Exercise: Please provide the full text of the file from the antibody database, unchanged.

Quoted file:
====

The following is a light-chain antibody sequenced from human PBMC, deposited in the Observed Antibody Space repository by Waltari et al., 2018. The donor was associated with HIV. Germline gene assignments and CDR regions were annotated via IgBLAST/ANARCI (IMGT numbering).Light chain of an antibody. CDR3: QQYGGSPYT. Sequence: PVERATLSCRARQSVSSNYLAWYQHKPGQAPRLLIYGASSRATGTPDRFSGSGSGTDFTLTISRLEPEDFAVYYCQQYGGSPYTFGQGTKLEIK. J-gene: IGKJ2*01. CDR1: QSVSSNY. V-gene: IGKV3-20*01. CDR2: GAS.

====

The following is a light-chain antibody sequenced from human PBMC, deposited in the Observed Antibody Space repository by Waltari et al., 2018. The donor was associated with HIV. Germline gene assignments and CDR regions were annotated via IgBLAST/ANARCI (IMGT numbering).Light chain of an antibody. CDR3: QQYGGSPYT. Sequence: PVERATLSCRARQSVSSNYLAWYQHKPGQAPRLLIYGASSRATGTPDRFSGSGSGTDFTLTISRLEPEDFAVYYCQQYGGSPYTFGQGTKLEIK. J-gene: IGKJ2*01. CDR1: QSVSSNY. V-gene: IGKV3-20*01. CDR2: GAS.